The recreation of a settler society: Lisa Tink, Fit to be Canadian? The Recreation Industrial Complex in Canada, PhD dissertation, University of Alberta, 2021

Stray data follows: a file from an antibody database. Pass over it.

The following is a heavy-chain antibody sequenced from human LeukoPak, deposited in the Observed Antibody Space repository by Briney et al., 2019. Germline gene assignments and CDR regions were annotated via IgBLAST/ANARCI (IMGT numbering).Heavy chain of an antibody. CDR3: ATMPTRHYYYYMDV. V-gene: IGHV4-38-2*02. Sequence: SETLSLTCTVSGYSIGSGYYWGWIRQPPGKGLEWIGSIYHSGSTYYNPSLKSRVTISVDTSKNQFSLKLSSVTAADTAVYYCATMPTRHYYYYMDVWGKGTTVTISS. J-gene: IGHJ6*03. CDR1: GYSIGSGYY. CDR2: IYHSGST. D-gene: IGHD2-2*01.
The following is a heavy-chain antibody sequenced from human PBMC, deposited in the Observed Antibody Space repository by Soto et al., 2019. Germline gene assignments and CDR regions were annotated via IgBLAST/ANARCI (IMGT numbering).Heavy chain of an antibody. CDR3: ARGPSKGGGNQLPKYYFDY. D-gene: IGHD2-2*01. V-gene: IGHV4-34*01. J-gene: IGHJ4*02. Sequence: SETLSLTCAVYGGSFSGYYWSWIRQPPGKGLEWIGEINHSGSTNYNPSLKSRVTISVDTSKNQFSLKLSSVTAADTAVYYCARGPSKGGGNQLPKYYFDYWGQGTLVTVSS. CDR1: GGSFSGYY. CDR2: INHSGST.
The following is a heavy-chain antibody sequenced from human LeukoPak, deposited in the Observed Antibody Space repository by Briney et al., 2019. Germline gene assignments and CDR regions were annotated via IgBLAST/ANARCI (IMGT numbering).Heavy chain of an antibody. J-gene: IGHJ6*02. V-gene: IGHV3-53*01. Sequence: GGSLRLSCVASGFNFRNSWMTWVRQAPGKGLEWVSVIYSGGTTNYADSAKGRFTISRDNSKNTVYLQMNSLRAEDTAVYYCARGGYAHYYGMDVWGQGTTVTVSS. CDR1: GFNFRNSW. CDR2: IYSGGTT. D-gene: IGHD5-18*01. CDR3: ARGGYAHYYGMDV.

Abstract: In recent years, both recreation scholars and practitioners began calling for a sectoral return to municipal recreation’s historical roots as a public good (e.g., Mahaffey, 2011; ISRC & CPRA, 2015; Cureton and Frisby, 2011; Smale and Reid, 2002; Taylor and Frisby, 2010). Blaming neoliberal ideology for the current pay-per-use model, these calls for a more inclusive recreation system not only highlighted the negative impacts of a consumer-based recreation system, they suggested that the profession’s ‘business-like’ practices should be of concern because they are in direct opposition to the field’s historic mandate of ‘equal opportunity’ for access. A central assumption underlying these calls for the recreation profession to return to ‘its historical roots’ is that municipal recreation services, until late ‘80s and ‘90s, were available to all members of society. This narrative – of a more inclusive and equitable era in recreation’s past – is, however, a romanticized account of public recreation’s history. As I will argue throughout this dissertation, public recreation has always been, and continues to be, a location where racist, classist, sexist, homophobic, and ableist, outcomes are (re)produced. Using Foucauldian genealogy, I trace some of the conditions that have given rise to what I have labeled the recreation industrial complex. More specifically, I use a vast collection of formal and informal archival documents to demonstrate how our public recreation facilities (both past and present) are intricately linked to the white supremacist logics of Western exceptionalism, settler colonialism, ableism, racism, capitalism, and (hetero)patriarchy. I begin by analyzing three seemingly unrelated pieces of Canada’s past: Indigenous legislation, immigration policy and race science. I do so in an attempt to politicize the category ‘Canadian’ and demonstrate how it has been taken-for-granted in our traditional recreation histories. I then weave these seemingly unrelated pieces of Canadian history into a recreation context. More specifically, I analyze two distinct eras of recreation facility development – the social medicine era (1880s-1920s) and the social welfare era (1930s-1970s) – and provide examples of how recreation was both produced by, and reproduced technologies of white supremacy. Finally, I demonstrate how these historical discourses, practices, and policies have created the conditions for the a public recreation system that positions everyone except white, middle to upper class, heterosexual, cisgender, able-bodied boys and (younger) men as an excludable type (Titchtosky, 2003). By exposing the ways particular bodies came to be centered in a recreation context, the purpose of this work is to demonstrate how historical inclusions and exclusions (whether intentional or not) were in fact part of a broader biopolitical project intended to sustain white supremacy, with the goal of encouraging critical dialogues about what is inherently problematic, difficult, and dangerous in the discourses, practices, and policies that govern our contemporary public recreation systems.

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